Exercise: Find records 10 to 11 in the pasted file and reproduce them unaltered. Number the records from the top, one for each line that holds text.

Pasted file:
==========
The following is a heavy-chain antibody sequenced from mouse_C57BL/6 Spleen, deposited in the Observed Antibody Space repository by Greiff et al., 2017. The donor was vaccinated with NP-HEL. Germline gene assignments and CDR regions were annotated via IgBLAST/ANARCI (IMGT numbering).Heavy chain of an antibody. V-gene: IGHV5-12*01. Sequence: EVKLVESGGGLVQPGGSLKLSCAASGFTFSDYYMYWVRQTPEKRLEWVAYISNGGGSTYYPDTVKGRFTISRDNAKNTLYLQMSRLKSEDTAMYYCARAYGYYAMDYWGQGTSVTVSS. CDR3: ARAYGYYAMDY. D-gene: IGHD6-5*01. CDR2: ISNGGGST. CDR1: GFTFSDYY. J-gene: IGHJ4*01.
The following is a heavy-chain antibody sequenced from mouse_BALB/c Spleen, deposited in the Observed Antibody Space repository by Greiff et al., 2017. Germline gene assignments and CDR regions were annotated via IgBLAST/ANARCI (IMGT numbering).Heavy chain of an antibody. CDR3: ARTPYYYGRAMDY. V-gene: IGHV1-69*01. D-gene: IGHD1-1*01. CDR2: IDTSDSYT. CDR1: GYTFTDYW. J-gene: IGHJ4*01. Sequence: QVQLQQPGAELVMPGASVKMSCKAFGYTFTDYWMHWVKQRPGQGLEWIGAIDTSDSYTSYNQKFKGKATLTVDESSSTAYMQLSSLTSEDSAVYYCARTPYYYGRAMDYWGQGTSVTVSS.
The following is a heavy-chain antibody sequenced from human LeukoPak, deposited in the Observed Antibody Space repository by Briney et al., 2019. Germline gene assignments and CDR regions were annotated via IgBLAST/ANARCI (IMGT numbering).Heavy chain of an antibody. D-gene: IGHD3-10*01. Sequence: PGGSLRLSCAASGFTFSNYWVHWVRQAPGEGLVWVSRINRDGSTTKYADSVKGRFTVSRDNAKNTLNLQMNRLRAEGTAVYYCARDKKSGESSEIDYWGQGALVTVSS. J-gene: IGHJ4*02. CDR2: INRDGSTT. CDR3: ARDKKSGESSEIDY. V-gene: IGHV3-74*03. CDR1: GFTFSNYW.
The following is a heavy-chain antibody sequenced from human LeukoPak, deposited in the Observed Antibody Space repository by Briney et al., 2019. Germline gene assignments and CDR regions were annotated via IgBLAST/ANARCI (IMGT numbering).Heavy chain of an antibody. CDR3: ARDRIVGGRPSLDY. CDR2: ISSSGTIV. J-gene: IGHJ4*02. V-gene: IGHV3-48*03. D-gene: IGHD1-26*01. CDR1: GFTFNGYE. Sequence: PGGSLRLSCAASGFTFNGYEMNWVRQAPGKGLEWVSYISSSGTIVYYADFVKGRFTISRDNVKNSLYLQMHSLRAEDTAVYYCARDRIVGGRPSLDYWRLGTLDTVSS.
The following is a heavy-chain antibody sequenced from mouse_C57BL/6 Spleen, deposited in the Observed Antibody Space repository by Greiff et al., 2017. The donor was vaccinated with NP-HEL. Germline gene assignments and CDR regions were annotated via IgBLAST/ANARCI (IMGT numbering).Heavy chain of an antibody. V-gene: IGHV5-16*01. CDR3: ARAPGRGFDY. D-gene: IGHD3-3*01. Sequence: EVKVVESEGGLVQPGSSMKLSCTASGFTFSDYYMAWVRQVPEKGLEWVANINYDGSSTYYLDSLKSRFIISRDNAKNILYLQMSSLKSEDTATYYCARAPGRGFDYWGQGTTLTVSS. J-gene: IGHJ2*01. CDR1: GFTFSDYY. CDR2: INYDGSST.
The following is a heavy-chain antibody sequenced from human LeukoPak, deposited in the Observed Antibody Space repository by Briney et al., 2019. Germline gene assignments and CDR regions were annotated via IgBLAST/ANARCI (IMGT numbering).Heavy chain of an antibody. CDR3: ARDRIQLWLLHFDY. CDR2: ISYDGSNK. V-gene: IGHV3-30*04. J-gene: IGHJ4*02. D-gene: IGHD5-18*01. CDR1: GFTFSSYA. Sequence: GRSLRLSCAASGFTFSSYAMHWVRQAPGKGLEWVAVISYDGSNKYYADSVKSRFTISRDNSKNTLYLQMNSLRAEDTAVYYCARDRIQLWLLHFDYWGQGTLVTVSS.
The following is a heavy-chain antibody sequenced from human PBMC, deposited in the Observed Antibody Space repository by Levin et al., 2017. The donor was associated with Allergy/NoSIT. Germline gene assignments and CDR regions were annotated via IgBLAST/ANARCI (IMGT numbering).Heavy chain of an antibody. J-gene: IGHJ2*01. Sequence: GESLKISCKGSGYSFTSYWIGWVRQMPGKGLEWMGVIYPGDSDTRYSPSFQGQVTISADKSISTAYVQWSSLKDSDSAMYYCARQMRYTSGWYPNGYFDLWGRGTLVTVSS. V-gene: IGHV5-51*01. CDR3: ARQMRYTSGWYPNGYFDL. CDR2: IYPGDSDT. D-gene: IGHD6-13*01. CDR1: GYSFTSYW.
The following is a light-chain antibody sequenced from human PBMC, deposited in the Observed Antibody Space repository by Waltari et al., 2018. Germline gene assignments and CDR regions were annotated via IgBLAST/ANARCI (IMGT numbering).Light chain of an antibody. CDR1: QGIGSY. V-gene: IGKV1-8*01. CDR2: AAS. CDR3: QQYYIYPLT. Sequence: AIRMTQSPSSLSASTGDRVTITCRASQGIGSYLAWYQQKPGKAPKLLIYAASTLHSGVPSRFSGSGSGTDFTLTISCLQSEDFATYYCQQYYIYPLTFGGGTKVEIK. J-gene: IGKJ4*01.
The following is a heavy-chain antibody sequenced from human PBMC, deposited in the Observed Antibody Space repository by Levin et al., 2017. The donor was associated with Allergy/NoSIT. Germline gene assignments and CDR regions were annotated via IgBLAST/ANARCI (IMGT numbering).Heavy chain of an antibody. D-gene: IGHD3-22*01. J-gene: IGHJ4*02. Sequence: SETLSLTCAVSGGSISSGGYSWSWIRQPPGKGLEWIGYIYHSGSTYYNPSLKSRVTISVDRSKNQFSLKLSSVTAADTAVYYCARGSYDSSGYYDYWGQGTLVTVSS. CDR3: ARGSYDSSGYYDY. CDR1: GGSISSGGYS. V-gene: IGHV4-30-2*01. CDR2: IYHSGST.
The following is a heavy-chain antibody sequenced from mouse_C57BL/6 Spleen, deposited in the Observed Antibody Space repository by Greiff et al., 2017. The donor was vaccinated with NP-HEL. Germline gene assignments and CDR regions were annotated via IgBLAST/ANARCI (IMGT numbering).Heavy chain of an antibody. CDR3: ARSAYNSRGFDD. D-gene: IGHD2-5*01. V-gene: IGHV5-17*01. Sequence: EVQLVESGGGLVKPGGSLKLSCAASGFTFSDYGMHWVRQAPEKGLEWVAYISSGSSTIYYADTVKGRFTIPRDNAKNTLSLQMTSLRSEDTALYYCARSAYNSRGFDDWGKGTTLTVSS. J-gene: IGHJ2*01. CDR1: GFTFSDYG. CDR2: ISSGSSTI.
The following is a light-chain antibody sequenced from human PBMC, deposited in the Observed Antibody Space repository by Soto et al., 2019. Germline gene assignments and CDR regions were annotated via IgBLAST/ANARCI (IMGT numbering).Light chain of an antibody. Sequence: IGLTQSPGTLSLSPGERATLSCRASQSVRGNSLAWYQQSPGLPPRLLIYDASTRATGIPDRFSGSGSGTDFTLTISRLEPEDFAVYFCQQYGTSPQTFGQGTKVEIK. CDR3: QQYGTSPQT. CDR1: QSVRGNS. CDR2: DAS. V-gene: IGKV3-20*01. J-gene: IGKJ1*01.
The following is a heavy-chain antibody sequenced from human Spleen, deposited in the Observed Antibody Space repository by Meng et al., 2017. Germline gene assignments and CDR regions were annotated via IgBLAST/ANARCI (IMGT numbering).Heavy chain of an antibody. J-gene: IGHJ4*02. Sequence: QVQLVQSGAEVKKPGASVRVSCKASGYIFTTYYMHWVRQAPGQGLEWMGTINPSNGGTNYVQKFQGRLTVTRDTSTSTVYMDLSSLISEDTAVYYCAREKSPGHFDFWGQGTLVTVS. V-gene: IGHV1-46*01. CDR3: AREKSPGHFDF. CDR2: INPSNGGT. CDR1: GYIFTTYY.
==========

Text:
The following is a heavy-chain antibody sequenced from mouse_C57BL/6 Spleen, deposited in the Observed Antibody Space repository by Greiff et al., 2017. The donor was vaccinated with NP-HEL. Germline gene assignments and CDR regions were annotated via IgBLAST/ANARCI (IMGT numbering).Heavy chain of an antibody. CDR3: ARSAYNSRGFDD. D-gene: IGHD2-5*01. V-gene: IGHV5-17*01. Sequence: EVQLVESGGGLVKPGGSLKLSCAASGFTFSDYGMHWVRQAPEKGLEWVAYISSGSSTIYYADTVKGRFTIPRDNAKNTLSLQMTSLRSEDTALYYCARSAYNSRGFDDWGKGTTLTVSS. J-gene: IGHJ2*01. CDR1: GFTFSDYG. CDR2: ISSGSSTI.
The following is a light-chain antibody sequenced from human PBMC, deposited in the Observed Antibody Space repository by Soto et al., 2019. Germline gene assignments and CDR regions were annotated via IgBLAST/ANARCI (IMGT numbering).Light chain of an antibody. Sequence: IGLTQSPGTLSLSPGERATLSCRASQSVRGNSLAWYQQSPGLPPRLLIYDASTRATGIPDRFSGSGSGTDFTLTISRLEPEDFAVYFCQQYGTSPQTFGQGTKVEIK. CDR3: QQYGTSPQT. CDR1: QSVRGNS. CDR2: DAS. V-gene: IGKV3-20*01. J-gene: IGKJ1*01.